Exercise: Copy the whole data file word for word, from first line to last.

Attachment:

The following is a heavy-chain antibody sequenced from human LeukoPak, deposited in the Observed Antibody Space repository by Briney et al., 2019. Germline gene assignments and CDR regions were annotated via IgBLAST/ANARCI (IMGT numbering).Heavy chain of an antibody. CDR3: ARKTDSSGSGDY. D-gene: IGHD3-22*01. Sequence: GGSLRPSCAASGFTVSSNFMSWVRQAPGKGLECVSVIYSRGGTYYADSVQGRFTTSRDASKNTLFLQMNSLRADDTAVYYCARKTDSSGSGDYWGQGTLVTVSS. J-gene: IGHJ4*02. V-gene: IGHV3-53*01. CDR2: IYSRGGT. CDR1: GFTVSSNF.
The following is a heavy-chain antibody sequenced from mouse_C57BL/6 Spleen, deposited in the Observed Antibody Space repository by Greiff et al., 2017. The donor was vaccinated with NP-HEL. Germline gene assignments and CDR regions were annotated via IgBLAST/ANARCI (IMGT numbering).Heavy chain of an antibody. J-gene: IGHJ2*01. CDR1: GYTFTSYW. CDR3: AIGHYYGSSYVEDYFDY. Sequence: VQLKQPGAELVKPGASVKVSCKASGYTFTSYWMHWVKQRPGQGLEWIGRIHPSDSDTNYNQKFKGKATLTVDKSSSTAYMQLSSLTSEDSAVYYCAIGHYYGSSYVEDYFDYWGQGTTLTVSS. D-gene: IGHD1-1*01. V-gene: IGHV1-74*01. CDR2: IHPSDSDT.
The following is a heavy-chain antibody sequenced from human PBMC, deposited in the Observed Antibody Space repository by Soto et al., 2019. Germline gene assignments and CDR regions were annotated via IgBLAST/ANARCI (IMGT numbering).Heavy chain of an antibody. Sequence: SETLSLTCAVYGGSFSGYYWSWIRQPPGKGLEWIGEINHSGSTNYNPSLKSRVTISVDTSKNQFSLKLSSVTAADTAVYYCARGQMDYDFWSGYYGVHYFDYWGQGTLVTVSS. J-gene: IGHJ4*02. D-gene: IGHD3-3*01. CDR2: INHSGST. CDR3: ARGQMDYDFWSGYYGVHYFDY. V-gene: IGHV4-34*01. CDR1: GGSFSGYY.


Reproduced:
The following is a heavy-chain antibody sequenced from human LeukoPak, deposited in the Observed Antibody Space repository by Briney et al., 2019. Germline gene assignments and CDR regions were annotated via IgBLAST/ANARCI (IMGT numbering).Heavy chain of an antibody. CDR3: ARKTDSSGSGDY. D-gene: IGHD3-22*01. Sequence: GGSLRPSCAASGFTVSSNFMSWVRQAPGKGLECVSVIYSRGGTYYADSVQGRFTTSRDASKNTLFLQMNSLRADDTAVYYCARKTDSSGSGDYWGQGTLVTVSS. J-gene: IGHJ4*02. V-gene: IGHV3-53*01. CDR2: IYSRGGT. CDR1: GFTVSSNF.
The following is a heavy-chain antibody sequenced from mouse_C57BL/6 Spleen, deposited in the Observed Antibody Space repository by Greiff et al., 2017. The donor was vaccinated with NP-HEL. Germline gene assignments and CDR regions were annotated via IgBLAST/ANARCI (IMGT numbering).Heavy chain of an antibody. J-gene: IGHJ2*01. CDR1: GYTFTSYW. CDR3: AIGHYYGSSYVEDYFDY. Sequence: VQLKQPGAELVKPGASVKVSCKASGYTFTSYWMHWVKQRPGQGLEWIGRIHPSDSDTNYNQKFKGKATLTVDKSSSTAYMQLSSLTSEDSAVYYCAIGHYYGSSYVEDYFDYWGQGTTLTVSS. D-gene: IGHD1-1*01. V-gene: IGHV1-74*01. CDR2: IHPSDSDT.
The following is a heavy-chain antibody sequenced from human PBMC, deposited in the Observed Antibody Space repository by Soto et al., 2019. Germline gene assignments and CDR regions were annotated via IgBLAST/ANARCI (IMGT numbering).Heavy chain of an antibody. Sequence: SETLSLTCAVYGGSFSGYYWSWIRQPPGKGLEWIGEINHSGSTNYNPSLKSRVTISVDTSKNQFSLKLSSVTAADTAVYYCARGQMDYDFWSGYYGVHYFDYWGQGTLVTVSS. J-gene: IGHJ4*02. D-gene: IGHD3-3*01. CDR2: INHSGST. CDR3: ARGQMDYDFWSGYYGVHYFDY. V-gene: IGHV4-34*01. CDR1: GGSFSGYY.